An interview with Damir Šodan

By poetryinternational / May 14, 2013

Poetry International, in collaboration with 3:AM Magazine, is pleased to showcase a group of amazing young European poets. Steven Fowler, the Editor of the Maintenant Interview Series, began this project in January 2010 as a result of experiencing the differing, and inspirational, attitudes of European poetic cultures and how they contrasted to the UK. He said “I really thought it was a shame that poets from outside of the English language in Europe were never recognised until they had reached middle age and a certain ‘prominence’ in their own countries. I also wanted to present a truly representative sense of what poetry is for different traditions and methodologies, from the most traditional to the most avant garde. ”

Though his work is utterly modern and could only be of the now, Damir Šodan, as a man, recalls a different age. Cosmopolitan, engaged, political, satirically adept and poetically versatile, he is a poet who defines and embodies one of Europe’s great, surging contemporary traditions, that is Croatia since the turn of the millennium. One of the most active and veracious translators and editors on the continent, he has won international awards for his plays and finds employment at the Hague, as a translator for the United Nations War Tribunal. This is beside his reputation as a poet, which is considerable and deservingly ever growing. His work is striking for its elasticity, its precision and its ability to retain power amidst a wit rarely found in modern letters. In a typically generous and eloquent interview, discussing everything from war crimes tribunals to the Croatian poetic tradition, we present a locus of modern European poetry, Damir Šodan.


3:AM: How long have you worked at the Hague, in the Netherlands, and how did you come to be a translator for United Nations War Crimes Tribunal?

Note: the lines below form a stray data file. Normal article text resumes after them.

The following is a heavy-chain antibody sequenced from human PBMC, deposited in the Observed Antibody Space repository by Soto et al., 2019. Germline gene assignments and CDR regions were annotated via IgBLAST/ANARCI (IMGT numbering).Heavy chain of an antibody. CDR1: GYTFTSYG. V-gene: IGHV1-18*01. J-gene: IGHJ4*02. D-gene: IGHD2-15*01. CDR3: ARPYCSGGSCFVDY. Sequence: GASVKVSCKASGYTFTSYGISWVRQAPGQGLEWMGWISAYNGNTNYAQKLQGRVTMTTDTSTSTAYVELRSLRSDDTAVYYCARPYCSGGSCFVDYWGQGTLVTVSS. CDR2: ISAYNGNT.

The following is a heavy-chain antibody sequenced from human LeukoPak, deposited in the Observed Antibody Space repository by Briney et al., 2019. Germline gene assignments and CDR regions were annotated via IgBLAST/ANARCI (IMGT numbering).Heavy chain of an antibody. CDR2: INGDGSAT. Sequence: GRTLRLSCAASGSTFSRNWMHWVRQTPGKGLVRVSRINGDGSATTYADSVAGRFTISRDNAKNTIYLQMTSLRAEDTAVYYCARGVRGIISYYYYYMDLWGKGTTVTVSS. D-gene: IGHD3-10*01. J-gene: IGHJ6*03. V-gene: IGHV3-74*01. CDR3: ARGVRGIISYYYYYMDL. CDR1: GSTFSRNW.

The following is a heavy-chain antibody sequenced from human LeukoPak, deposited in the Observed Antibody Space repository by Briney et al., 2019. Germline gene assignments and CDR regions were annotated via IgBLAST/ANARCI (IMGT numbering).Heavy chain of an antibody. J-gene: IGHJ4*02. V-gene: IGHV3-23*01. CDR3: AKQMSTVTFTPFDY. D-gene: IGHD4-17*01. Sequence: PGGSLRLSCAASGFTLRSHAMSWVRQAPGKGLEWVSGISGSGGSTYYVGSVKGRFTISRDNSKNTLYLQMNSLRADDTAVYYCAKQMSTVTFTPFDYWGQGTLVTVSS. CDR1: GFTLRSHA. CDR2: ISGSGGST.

Damir Šodan: I have worked for the UN International Criminal Tribunal for the former Yugoslavia in The Hague since 1996. Prior to that I already had a job with the UN protection mission UNPROFOR in Croatia. I heard from inside sources that the UN’s Commission of Experts had already started investigating war crimes in the region and that this would eventually lead to the creation of an independent tribunal to prosecute war crimes committed in the region. As soon as recruitment began I sent in my application for a translation job and luckily got it. Perhaps the fact that I have BA in history also helped me in this regard because the investigators not only needed people who knew the language, but also those with in-depth knowledge of the historical background to the conflict. On the other hand, as a writer one inclines to be drawn by the extremes in human behaviour and a war crimes tribunal provides you with plenty of opportunity to really delve deep into the subject matter. Jokingly, if that is not too inappropriate, one might add like William Blake that every poet, wittingly or unwittingly, resides in the vicinity of the Devil. Humor aside, once you become acquainted at close range with atrocities of such magnitude, you begin to realize that there is a part of our reality, if not our very nature, that indeed poses – as Octavio Paz would have it – “a threat to the fragile edifice that goes by the name of Good and Evil”! On a more mundane level, the job presented me with an opportunity to see the world outside my own backyard, so I took it wholeheartedly and I did visit some amazing places and met some incredible people over the years.

3:AM: Could you outline your work with Quorum and Poezija? It seems they are publications really dedicated to expanding the reception of Croatian literature and widening the knowledge of world poetry in Croatia.

DS: Quorum and Poezija are perhaps the two most forward-thinking and up-to-date literary magazines not only in Croatia but in the entire region. Quorum already enjoyed a cult status back in the 80ies in Yugoslavia, when some now quite accomplished names regularly used to publish there. What we’re doing now is merely an extension of the original concept of our editor-in-chief Miroslav Mićanović, which can be basically summed up by two principal notions: diversity and contemporaneousness. With this in mind, one can conclude that Quorum has been and continues to be a breeding ground for new talents, both creative and critical. The indelible mark that Quorum has left on artistic tastes of several generations cannot be underestimated and is perhaps best reflected in the attitude of some important contemporary writers from the region, such as the excellent Serbian poet and novelist Zvonko Karanović, who often stresses his allegiance to the Quorum generation from “the golden 80ies”.